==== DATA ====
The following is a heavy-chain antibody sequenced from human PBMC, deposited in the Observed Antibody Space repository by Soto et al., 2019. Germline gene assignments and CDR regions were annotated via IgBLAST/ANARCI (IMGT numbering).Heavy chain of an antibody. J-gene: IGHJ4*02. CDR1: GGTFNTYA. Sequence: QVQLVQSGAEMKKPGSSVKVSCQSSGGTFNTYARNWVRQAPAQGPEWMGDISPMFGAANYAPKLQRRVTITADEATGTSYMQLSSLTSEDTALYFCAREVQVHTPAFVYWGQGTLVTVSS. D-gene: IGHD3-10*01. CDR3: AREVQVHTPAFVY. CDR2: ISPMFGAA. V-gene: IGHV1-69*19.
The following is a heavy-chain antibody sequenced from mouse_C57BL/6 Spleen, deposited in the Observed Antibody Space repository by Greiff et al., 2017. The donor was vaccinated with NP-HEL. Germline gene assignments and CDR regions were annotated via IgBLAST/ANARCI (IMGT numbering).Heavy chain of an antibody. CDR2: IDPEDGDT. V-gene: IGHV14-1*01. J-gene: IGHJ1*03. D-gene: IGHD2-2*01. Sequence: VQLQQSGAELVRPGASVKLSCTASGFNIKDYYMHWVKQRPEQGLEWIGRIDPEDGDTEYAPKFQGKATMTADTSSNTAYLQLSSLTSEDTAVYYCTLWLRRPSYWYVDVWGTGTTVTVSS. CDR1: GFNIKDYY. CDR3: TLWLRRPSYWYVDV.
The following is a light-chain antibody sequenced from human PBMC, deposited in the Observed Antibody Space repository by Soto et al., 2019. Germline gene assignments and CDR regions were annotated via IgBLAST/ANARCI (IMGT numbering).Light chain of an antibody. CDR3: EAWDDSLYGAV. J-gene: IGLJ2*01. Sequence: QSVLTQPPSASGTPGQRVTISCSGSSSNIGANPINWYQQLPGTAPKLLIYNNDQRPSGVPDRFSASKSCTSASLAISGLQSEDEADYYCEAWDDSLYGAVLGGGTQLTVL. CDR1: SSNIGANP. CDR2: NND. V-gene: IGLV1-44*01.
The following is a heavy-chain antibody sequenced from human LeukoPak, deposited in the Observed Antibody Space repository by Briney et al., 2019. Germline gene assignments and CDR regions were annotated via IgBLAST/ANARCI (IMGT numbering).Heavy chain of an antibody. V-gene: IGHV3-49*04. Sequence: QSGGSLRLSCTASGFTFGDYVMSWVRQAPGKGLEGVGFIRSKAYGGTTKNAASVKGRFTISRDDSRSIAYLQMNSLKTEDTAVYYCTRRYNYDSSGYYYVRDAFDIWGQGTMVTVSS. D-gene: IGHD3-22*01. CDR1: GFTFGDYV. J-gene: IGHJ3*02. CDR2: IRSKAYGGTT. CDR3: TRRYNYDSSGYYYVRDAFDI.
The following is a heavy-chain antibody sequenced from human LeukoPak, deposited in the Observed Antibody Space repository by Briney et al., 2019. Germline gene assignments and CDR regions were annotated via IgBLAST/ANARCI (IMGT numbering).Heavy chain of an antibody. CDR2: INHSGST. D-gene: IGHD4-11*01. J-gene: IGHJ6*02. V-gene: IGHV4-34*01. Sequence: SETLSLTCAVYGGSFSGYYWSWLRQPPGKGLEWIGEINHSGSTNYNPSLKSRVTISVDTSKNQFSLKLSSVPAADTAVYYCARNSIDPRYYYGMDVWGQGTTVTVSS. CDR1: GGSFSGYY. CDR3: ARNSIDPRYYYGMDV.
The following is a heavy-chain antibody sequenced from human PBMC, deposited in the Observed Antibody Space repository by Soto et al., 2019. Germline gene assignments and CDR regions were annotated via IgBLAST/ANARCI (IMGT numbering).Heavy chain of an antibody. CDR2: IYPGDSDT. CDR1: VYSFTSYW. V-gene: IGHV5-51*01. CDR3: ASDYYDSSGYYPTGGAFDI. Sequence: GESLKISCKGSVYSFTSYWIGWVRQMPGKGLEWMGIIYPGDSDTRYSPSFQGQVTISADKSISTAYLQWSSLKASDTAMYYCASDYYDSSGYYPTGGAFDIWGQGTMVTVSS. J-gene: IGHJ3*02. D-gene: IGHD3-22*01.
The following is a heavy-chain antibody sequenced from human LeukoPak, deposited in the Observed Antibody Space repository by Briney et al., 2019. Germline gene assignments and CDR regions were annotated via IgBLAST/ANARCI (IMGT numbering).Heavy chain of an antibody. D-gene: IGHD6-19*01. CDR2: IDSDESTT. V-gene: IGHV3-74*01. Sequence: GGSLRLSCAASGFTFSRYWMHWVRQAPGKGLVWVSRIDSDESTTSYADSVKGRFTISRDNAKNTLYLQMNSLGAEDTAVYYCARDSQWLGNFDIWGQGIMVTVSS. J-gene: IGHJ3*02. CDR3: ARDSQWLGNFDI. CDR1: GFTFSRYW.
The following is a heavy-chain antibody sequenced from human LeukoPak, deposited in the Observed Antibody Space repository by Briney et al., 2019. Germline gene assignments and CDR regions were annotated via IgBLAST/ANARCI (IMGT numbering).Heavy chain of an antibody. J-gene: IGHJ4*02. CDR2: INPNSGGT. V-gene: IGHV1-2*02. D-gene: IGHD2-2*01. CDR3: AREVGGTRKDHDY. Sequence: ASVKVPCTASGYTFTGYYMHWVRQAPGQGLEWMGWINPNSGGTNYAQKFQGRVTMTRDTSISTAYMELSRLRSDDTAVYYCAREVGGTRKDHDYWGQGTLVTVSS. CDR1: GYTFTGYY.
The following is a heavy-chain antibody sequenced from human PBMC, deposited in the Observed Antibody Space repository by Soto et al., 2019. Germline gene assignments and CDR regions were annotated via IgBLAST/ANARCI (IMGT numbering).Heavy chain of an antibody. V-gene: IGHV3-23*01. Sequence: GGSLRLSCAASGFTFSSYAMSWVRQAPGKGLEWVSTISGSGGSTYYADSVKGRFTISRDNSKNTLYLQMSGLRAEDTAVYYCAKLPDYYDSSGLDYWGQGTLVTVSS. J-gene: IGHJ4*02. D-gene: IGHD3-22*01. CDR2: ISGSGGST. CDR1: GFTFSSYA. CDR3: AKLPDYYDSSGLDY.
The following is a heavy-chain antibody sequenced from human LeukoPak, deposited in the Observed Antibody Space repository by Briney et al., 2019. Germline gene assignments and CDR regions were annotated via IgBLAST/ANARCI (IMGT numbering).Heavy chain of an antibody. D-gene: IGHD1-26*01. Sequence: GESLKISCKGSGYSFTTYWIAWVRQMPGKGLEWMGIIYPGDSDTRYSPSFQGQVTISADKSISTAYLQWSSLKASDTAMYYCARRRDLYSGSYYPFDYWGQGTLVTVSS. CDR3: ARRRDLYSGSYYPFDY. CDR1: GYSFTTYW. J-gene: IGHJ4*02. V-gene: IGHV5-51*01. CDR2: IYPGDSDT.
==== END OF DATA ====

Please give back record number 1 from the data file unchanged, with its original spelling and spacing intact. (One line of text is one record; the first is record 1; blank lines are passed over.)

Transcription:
The following is a heavy-chain antibody sequenced from human PBMC, deposited in the Observed Antibody Space repository by Soto et al., 2019. Germline gene assignments and CDR regions were annotated via IgBLAST/ANARCI (IMGT numbering).Heavy chain of an antibody. J-gene: IGHJ4*02. CDR1: GGTFNTYA. Sequence: QVQLVQSGAEMKKPGSSVKVSCQSSGGTFNTYARNWVRQAPAQGPEWMGDISPMFGAANYAPKLQRRVTITADEATGTSYMQLSSLTSEDTALYFCAREVQVHTPAFVYWGQGTLVTVSS. D-gene: IGHD3-10*01. CDR3: AREVQVHTPAFVY. CDR2: ISPMFGAA. V-gene: IGHV1-69*19.